Children's chores

[Episode 9 | 1928 : Bridie]

Bridie's family is having breakfast and discussing what they will do that day. Her father and brother are going to work at the brickworks, her mother will be cleaning floors for neighbours, and Bridie and her older sister Kath are expected to look after baby Colum and do chores around the house. Bridie spies on Kath and her friend Lorna as they plan to get away from their responsibilities and have a picnic by the river.


English

The Australian curriculum: English

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The Australian Curriculum: English aims to ensure that students:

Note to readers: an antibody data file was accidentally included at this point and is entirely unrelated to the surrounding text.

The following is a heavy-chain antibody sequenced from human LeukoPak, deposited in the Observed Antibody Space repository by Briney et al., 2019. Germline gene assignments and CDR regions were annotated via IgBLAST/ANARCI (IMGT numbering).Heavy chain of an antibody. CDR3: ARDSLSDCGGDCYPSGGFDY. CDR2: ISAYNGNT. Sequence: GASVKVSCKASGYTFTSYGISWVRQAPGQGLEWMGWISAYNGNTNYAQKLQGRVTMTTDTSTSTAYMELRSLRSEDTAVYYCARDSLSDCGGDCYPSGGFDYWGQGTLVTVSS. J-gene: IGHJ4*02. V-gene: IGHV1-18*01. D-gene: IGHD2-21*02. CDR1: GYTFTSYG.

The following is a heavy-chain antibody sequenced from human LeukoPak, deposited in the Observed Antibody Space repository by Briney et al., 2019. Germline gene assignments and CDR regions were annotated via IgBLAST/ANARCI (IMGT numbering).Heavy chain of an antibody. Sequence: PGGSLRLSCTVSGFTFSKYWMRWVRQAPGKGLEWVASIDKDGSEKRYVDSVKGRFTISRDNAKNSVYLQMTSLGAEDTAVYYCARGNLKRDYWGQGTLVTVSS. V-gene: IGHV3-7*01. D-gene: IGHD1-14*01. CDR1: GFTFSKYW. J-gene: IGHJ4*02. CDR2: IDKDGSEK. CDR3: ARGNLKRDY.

• learn to listen to, read, view, speak, write, create and reflect on increasingly complex and sophisticated spoken, written and multimodal texts across a growing range of contexts with accuracy, fluency and purpose
  • appreciate, enjoy and use the English language in all its variations and develop a sense of its richness and power to evoke feelings, convey information, form ideas, facilitate interaction with others, entertain, persuade and argue
  • understand how Standard Australian English works in its spoken and written forms and in combination with non-linguistic forms of communication to create meaning
  • develop interest and skills in inquiring into the aesthetic aspects of texts, and develop an informed appreciation of literature.

English activities [5]

Activity 1: Bridie and Kath
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Subtheme(s): Relationships